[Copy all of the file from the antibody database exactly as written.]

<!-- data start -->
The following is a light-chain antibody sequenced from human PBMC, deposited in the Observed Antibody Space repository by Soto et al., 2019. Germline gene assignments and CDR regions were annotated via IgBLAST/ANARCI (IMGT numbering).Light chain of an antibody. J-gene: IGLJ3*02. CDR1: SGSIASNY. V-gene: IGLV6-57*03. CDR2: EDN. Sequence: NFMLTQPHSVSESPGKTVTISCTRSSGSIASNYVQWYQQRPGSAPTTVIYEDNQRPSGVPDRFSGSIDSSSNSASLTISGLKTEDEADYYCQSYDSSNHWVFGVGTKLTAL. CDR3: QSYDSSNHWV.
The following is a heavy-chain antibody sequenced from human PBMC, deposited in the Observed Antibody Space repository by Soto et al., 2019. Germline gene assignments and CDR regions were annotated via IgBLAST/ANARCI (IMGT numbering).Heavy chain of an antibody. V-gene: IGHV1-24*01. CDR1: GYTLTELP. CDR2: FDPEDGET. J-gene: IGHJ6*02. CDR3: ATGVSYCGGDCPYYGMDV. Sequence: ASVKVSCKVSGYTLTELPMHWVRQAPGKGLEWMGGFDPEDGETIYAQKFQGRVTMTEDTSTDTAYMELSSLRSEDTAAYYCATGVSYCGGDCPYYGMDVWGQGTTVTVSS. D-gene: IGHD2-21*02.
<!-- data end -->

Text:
The following is a light-chain antibody sequenced from human PBMC, deposited in the Observed Antibody Space repository by Soto et al., 2019. Germline gene assignments and CDR regions were annotated via IgBLAST/ANARCI (IMGT numbering).Light chain of an antibody. J-gene: IGLJ3*02. CDR1: SGSIASNY. V-gene: IGLV6-57*03. CDR2: EDN. Sequence: NFMLTQPHSVSESPGKTVTISCTRSSGSIASNYVQWYQQRPGSAPTTVIYEDNQRPSGVPDRFSGSIDSSSNSASLTISGLKTEDEADYYCQSYDSSNHWVFGVGTKLTAL. CDR3: QSYDSSNHWV.
The following is a heavy-chain antibody sequenced from human PBMC, deposited in the Observed Antibody Space repository by Soto et al., 2019. Germline gene assignments and CDR regions were annotated via IgBLAST/ANARCI (IMGT numbering).Heavy chain of an antibody. V-gene: IGHV1-24*01. CDR1: GYTLTELP. CDR2: FDPEDGET. J-gene: IGHJ6*02. CDR3: ATGVSYCGGDCPYYGMDV. Sequence: ASVKVSCKVSGYTLTELPMHWVRQAPGKGLEWMGGFDPEDGETIYAQKFQGRVTMTEDTSTDTAYMELSSLRSEDTAAYYCATGVSYCGGDCPYYGMDVWGQGTTVTVSS. D-gene: IGHD2-21*02.